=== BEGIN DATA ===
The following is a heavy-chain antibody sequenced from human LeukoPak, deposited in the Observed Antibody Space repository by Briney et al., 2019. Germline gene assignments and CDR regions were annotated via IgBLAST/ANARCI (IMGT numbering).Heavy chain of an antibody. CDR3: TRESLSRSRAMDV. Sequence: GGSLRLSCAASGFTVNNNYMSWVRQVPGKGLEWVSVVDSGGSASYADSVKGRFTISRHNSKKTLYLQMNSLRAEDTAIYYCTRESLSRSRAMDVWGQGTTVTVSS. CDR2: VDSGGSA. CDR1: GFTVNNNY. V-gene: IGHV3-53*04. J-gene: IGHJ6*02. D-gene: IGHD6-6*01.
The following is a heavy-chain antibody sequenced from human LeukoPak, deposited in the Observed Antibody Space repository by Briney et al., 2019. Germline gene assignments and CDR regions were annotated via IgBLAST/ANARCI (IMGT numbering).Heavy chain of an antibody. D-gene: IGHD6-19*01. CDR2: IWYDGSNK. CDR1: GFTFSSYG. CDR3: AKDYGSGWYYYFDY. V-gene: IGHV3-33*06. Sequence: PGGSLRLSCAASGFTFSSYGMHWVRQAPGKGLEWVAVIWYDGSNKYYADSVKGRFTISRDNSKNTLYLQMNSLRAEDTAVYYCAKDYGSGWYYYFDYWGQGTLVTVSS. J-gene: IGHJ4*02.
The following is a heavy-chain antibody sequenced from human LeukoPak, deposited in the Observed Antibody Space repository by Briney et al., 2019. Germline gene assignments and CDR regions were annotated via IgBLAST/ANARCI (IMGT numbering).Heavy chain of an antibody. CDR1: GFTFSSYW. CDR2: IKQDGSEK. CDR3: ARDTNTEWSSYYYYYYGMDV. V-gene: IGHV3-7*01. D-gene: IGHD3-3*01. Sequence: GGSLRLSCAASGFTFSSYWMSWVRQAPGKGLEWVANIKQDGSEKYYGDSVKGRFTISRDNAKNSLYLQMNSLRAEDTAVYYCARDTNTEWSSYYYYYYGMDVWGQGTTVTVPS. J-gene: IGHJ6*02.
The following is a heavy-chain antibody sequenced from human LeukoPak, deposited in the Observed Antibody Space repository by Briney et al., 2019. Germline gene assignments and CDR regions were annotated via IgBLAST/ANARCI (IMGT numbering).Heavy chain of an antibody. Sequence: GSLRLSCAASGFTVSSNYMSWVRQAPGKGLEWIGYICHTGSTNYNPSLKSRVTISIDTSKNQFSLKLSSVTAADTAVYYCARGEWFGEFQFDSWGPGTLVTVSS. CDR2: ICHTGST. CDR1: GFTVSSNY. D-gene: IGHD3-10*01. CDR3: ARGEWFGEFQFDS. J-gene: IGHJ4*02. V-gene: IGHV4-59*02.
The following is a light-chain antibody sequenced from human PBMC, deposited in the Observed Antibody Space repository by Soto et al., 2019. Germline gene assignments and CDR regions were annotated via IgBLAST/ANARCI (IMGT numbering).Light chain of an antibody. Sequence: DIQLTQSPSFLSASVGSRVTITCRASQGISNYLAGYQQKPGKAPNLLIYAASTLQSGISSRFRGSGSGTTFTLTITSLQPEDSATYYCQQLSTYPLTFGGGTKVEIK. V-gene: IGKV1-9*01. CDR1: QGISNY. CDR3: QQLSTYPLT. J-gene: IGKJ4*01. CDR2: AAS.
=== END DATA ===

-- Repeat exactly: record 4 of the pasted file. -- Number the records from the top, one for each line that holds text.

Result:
The following is a heavy-chain antibody sequenced from human LeukoPak, deposited in the Observed Antibody Space repository by Briney et al., 2019. Germline gene assignments and CDR regions were annotated via IgBLAST/ANARCI (IMGT numbering).Heavy chain of an antibody. Sequence: GSLRLSCAASGFTVSSNYMSWVRQAPGKGLEWIGYICHTGSTNYNPSLKSRVTISIDTSKNQFSLKLSSVTAADTAVYYCARGEWFGEFQFDSWGPGTLVTVSS. CDR2: ICHTGST. CDR1: GFTVSSNY. D-gene: IGHD3-10*01. CDR3: ARGEWFGEFQFDS. J-gene: IGHJ4*02. V-gene: IGHV4-59*02.